Idaho's Forgotten Voters 

Citizens with a disability or without a home make up significant voting blocks

Rochelle Rohrer(right), a staff member at The Arc Idaho, helps Shelley Rockane read through her ballot options. Rockane is casting her vote for the first time in November, and is very excited about voting for Hillary Clinton.

Sami Edge

Rochelle Rohrer(right), a staff member at The Arc Idaho, helps Shelley Rockane read through her ballot options. Rockane is casting her vote for the first time in November, and is very excited about voting for Hillary Clinton.

On a recent Wednesday afternoon, only weeks until Election Day, five women sat in a circle of folding tables, contemplating the sample ballots in front of them. They were part of a weekly women's group meeting at The Arc Idaho, a nonprofit agency that helps people with intellectual and developmental disabilities. On this particular day, the group's participants had joined the national conversation about the upcoming election.

An Arc staff member in bright pink sneakers walked among the participants, offering to help read ballots and quizzing the women on where they might go to vote and what paperwork they might need. Another staff member led each woman to a mock polling booth in the hall to let them practice voting.

Enthusiasm was mixed.

"It's my duty to exercise my right to vote," said Sherrie Williams. She voted for Obama in 2012 and is excited to vote in this election.

Sitting across the circle from Williams was Katie Oliver. The process is confusing, she said, adding she didn't like the "garbage and inappropriate talk" from the candidates.

"I try to stay out of it," she said. "I won't vote."

Regardless, staff at The Arc hope to promote a simple message: They can.

According to the American Association of People with Disabilities, there are 35 million eligible voters with some kind of disability this election year—a whopping 17 percent of the electorate. In Boise, groups like The Arc of Idaho and DisAbility Rights Idaho educate those voters on their rights and help make sure their needs are met.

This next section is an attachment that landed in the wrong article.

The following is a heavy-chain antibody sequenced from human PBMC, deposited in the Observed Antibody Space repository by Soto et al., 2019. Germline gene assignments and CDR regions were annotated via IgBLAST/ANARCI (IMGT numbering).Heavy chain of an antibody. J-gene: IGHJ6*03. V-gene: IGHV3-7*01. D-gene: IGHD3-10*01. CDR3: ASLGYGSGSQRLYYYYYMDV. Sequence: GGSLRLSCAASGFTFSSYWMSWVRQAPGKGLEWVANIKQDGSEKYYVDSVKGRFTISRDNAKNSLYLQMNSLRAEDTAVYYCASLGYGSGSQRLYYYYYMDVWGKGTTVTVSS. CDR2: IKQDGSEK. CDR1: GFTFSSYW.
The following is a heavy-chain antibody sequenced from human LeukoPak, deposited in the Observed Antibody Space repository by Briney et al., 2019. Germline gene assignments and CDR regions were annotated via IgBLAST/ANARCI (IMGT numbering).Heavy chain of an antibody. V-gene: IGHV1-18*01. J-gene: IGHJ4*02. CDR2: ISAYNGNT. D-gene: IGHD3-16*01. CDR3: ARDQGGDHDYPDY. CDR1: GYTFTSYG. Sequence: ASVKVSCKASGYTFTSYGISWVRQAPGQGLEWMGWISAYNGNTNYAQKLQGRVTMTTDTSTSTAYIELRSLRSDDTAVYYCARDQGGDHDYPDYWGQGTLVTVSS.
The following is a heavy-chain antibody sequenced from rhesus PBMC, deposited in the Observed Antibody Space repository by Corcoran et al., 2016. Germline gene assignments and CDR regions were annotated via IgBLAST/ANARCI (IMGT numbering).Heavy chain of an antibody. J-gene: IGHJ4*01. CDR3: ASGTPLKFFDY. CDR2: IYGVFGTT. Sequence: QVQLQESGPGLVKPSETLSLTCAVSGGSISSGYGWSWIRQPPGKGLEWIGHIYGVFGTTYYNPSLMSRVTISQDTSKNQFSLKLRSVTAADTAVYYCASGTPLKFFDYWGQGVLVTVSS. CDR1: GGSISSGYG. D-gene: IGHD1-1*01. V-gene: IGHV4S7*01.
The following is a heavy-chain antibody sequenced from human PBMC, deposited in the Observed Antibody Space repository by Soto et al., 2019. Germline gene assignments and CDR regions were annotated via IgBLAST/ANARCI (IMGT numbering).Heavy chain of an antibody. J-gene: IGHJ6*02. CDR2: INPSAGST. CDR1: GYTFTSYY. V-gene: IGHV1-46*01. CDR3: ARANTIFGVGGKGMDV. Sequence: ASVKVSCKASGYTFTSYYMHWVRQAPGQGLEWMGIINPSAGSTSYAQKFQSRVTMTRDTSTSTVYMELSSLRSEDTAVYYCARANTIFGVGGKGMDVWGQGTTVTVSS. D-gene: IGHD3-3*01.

Scott Hoover is a senior advocate for DisAbility Rights Idaho. Hoover works to protect voters with disabilities under the authorization of the federal Protection and Advocacy for Voter Access program. Hoover spends his days meeting with potential voters, reminding them of their rights and talking about accessible voting tools. On Tuesday, Nov. 8, Hoover will once again spend Election Day at his desk, taking calls from voters with disabilities and working as quickly as possible to assist them through the voting process. Recently, he stood before a group of 18- to 21-year-olds who attend the Boise School District's Student Transition Education Program for high-school graduates with disabilities.

"We are here to serve you. To make sure the community doesn't walk over you just because you have a disability," said Hoover.

Hoover reminded the soon-to-be-be voters they can ask for help or use special machines that read out the choices. He added that anyone who can't sign their name can mark the ballot with an "X," or even ask for curbside help if they don't want to go into a poll and if they make a mistake, they can ask for a new ballot.

The most important part, he told participants, is that they make their own decisions.

Noel Williams, a 20-year-old in the class, plans to do just that.

"Voting is one of those things that helps us show people that we can do things for ourselves," Williams said. "It helps us have more rights and choose what we want instead of letting other people choose for us."